In the last post  I covered some of the new features in MySQL Enterprise Backup (MEB) that allow you to write single file backups, stream these backups  to  remote servers or other devices, stream to media management software like Oracle Secure Backup, and take advantage of tape encryption capabilities (Steps 1-4 from the previous post ) . This is the final post  in this series which describes the new Backup Advisor in MEM and the underlying mysql tables (Step 5). 

MySQL Enterprise Monitor (MEM) is the monitoring software supplied with the Enterprise Edition subscription of MySQL  and if you are interested in trying it, you can download it  for a trial at  I find MEM very helpful because it provides  proactive monitoring for your MySQL databases.  This allows you to increase your productivity because you automate monitoring and help speed up diagnosis of potential issues. 

MEB is a backup tool included with an enterprise subscription from Oracle/MySQL, also available for trial from  MEB was previously known as InnoDB Hot Backup, and provides hot, non-blocking backups for InnoDB tables, and “warm” backups for MyISAM tables. 

Monitor Your Backup
MEM 2.3.5  (and above) has a new Backup Advisor that can be used to monitor backups (note, MEM 2.3.6 was released in early September).  The Backup Advisor alerts you to backup success or failure, excessive backup lock time, backups that are too old, and failure to use incremental backups.  Here are some screen shots.  The first is  from the Details and Advanced Tabs for the “Backup Succeeded” rule  in MEM:

This rule will let you know how long the backup took to complete and how long locks were held. 

Full backups that are older than a threshold number of days (default is 7) are reported since out of date backups will only cause delays or problems if you ever need to restore from them:

You will also see if any excessive lock time in your backup.  :

Backups are always a balancing act between performance, storage space, and restoral time.  Incremental backups only backup the data that has changed since the last backup, save on storage space, and are faster than a full backup.  I encourage the use of incremental backups in your backup strategy.  MEM will notify you if  incremental backups are not enabled:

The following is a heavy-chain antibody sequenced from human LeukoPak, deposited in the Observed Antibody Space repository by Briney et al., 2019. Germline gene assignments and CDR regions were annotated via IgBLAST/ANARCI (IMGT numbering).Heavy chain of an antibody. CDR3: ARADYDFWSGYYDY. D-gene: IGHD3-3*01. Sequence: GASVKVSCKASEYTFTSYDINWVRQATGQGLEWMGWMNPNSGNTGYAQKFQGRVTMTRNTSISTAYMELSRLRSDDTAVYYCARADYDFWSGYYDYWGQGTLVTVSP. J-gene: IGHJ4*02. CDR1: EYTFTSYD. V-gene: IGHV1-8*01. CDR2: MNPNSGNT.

You can customize any of the thresholds to suit your environment.

Tables Behind the Curtain

MEM uses the backup progress information written into the mysql.backup_progress table, and status information from the mysql.backup_history table.  You can query these tables to get backup status information if you are not using MEM (but you will not receive the alerts and notifications that MEM provides).

Here I’ve queried from the backup_history table, which keeps a history of the backups I’ve completed:

The backup_progress table shows the state of the backup as it progresses from start to finish:

MySQL Enterprise Backup and Enterprise Monitor new features bring us one step closer to a true enterprise backup environment. Streaming, integration with media management systems, and the ability to take advantage of tape encryption features coupled with the new Backup Advisor in MEM will help achieve that state we all need to plan for but hope to never see – the ability to quickly restore a database when needed.

5 Steps to an Enterprise Backup

I’d like to focus this blog on using MySQL in the Enterprise and kickoff with a series of posts on “Enterprise Backup” building on the new features in both MySQL Enterprise Backup (MEB) and MySQL Enterprise Monitor (MEM).  The new features in MEB 3.6 provide the capabilities to stream backups directly to another server, interface with backup media management software, and take advantage of tape encryption.  MEM 2.3.5 now has a Backup Advisor that helps monitor your backups.  In this and a subsequent  blog post, I’ll go through a progression of backups building up on a fairly straightforward vanilla single file backup with MEB as follows:

  • Backing up to a Single File
  • Add streaming to your Single File backup
  • Stream your Single File Backup to a Media Management System
  • Encrypt your Backup Tapes using your Media Management System
  • Monitoring your Backup with MySQL Enterprise Monitor or queries

MEB is a backup tool included with an enterprise subscription from Oracle/MySQL.  If you are interested in a trying it out, it can be downloaded as a trial from  MEB was previously known as InnoDB Hot Backup, and provides hot, non-blocking backups for InnoDB tables, and “warm” backups for MyISAM tables.  MEM is also included in the enterprise subscription from Oracle/MySQL and can  be downloaded for a trial at the same site.  It provides proactive monitoring for your MySQL databases.

This post includes the MEB related single file backup, streaming the single file, interfacing with a media management system, and encrypting tapes.  My next post will cover the MEM Backup Advisor and the tables behind the scene.